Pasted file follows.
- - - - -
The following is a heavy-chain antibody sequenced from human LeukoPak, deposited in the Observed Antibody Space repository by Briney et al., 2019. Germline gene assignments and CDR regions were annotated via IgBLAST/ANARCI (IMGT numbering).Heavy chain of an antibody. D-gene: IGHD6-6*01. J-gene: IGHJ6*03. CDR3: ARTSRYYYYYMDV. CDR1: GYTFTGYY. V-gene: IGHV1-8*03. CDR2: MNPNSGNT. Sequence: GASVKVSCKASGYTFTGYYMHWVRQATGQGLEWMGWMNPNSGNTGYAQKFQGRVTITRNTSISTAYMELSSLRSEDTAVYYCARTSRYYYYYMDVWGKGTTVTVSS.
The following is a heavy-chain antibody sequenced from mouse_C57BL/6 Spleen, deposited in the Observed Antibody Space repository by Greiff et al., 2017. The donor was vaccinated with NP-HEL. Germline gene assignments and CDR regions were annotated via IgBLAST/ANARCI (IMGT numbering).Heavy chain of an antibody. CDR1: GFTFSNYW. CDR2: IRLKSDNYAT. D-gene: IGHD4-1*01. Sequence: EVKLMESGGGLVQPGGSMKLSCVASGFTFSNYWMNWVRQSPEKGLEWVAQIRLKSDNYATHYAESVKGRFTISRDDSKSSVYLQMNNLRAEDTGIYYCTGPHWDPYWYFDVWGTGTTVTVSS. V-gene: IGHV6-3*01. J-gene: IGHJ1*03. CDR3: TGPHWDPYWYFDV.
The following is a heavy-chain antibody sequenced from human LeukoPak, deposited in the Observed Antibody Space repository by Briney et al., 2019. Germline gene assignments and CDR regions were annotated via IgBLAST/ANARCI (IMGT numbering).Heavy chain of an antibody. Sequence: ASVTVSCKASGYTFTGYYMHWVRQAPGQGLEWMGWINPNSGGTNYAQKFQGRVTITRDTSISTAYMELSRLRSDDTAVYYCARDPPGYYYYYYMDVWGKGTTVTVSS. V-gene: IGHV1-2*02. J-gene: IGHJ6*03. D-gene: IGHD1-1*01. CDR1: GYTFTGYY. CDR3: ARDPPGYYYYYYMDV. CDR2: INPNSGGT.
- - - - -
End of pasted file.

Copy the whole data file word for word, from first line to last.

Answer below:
The following is a heavy-chain antibody sequenced from human LeukoPak, deposited in the Observed Antibody Space repository by Briney et al., 2019. Germline gene assignments and CDR regions were annotated via IgBLAST/ANARCI (IMGT numbering).Heavy chain of an antibody. D-gene: IGHD6-6*01. J-gene: IGHJ6*03. CDR3: ARTSRYYYYYMDV. CDR1: GYTFTGYY. V-gene: IGHV1-8*03. CDR2: MNPNSGNT. Sequence: GASVKVSCKASGYTFTGYYMHWVRQATGQGLEWMGWMNPNSGNTGYAQKFQGRVTITRNTSISTAYMELSSLRSEDTAVYYCARTSRYYYYYMDVWGKGTTVTVSS.
The following is a heavy-chain antibody sequenced from mouse_C57BL/6 Spleen, deposited in the Observed Antibody Space repository by Greiff et al., 2017. The donor was vaccinated with NP-HEL. Germline gene assignments and CDR regions were annotated via IgBLAST/ANARCI (IMGT numbering).Heavy chain of an antibody. CDR1: GFTFSNYW. CDR2: IRLKSDNYAT. D-gene: IGHD4-1*01. Sequence: EVKLMESGGGLVQPGGSMKLSCVASGFTFSNYWMNWVRQSPEKGLEWVAQIRLKSDNYATHYAESVKGRFTISRDDSKSSVYLQMNNLRAEDTGIYYCTGPHWDPYWYFDVWGTGTTVTVSS. V-gene: IGHV6-3*01. J-gene: IGHJ1*03. CDR3: TGPHWDPYWYFDV.
The following is a heavy-chain antibody sequenced from human LeukoPak, deposited in the Observed Antibody Space repository by Briney et al., 2019. Germline gene assignments and CDR regions were annotated via IgBLAST/ANARCI (IMGT numbering).Heavy chain of an antibody. Sequence: ASVTVSCKASGYTFTGYYMHWVRQAPGQGLEWMGWINPNSGGTNYAQKFQGRVTITRDTSISTAYMELSRLRSDDTAVYYCARDPPGYYYYYYMDVWGKGTTVTVSS. V-gene: IGHV1-2*02. J-gene: IGHJ6*03. D-gene: IGHD1-1*01. CDR1: GYTFTGYY. CDR3: ARDPPGYYYYYYMDV. CDR2: INPNSGGT.